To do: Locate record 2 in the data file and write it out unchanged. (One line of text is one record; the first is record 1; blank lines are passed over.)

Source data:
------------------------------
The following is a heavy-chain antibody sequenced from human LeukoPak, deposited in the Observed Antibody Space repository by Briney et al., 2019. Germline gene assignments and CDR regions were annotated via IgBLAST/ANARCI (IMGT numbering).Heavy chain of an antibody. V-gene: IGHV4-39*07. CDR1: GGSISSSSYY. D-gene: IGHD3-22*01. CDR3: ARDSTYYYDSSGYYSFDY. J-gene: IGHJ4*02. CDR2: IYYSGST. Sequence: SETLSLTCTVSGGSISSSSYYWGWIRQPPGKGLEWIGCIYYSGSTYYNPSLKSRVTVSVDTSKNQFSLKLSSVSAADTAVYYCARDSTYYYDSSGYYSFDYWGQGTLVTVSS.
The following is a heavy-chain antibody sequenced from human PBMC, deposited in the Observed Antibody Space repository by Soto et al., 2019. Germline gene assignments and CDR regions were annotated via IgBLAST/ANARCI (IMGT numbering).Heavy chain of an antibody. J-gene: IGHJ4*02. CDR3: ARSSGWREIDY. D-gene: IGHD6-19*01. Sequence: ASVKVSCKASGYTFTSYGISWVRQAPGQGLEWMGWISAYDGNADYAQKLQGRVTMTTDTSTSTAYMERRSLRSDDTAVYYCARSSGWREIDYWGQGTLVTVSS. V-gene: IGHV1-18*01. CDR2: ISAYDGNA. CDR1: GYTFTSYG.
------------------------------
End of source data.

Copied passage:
The following is a heavy-chain antibody sequenced from human PBMC, deposited in the Observed Antibody Space repository by Soto et al., 2019. Germline gene assignments and CDR regions were annotated via IgBLAST/ANARCI (IMGT numbering).Heavy chain of an antibody. J-gene: IGHJ4*02. CDR3: ARSSGWREIDY. D-gene: IGHD6-19*01. Sequence: ASVKVSCKASGYTFTSYGISWVRQAPGQGLEWMGWISAYDGNADYAQKLQGRVTMTTDTSTSTAYMERRSLRSDDTAVYYCARSSGWREIDYWGQGTLVTVSS. V-gene: IGHV1-18*01. CDR2: ISAYDGNA. CDR1: GYTFTSYG.